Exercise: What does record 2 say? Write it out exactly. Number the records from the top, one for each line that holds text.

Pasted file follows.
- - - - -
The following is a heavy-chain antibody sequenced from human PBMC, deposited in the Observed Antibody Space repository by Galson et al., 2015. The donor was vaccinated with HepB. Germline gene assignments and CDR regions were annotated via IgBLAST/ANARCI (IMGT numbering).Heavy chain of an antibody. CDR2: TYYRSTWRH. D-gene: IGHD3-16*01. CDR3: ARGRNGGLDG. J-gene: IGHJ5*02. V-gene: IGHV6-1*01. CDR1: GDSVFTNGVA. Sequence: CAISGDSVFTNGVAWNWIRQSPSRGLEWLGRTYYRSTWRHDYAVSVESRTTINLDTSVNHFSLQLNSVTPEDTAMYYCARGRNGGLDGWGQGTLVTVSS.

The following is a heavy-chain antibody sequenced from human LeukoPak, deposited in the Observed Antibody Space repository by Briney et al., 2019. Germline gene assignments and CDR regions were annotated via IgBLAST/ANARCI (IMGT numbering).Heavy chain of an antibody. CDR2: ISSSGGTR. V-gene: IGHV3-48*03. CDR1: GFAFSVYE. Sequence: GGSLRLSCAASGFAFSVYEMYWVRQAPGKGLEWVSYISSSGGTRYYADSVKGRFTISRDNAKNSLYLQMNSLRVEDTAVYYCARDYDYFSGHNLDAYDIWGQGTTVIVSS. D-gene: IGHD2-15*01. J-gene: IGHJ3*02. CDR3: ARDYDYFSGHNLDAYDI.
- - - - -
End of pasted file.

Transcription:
The following is a heavy-chain antibody sequenced from human LeukoPak, deposited in the Observed Antibody Space repository by Briney et al., 2019. Germline gene assignments and CDR regions were annotated via IgBLAST/ANARCI (IMGT numbering).Heavy chain of an antibody. CDR2: ISSSGGTR. V-gene: IGHV3-48*03. CDR1: GFAFSVYE. Sequence: GGSLRLSCAASGFAFSVYEMYWVRQAPGKGLEWVSYISSSGGTRYYADSVKGRFTISRDNAKNSLYLQMNSLRVEDTAVYYCARDYDYFSGHNLDAYDIWGQGTTVIVSS. D-gene: IGHD2-15*01. J-gene: IGHJ3*02. CDR3: ARDYDYFSGHNLDAYDI.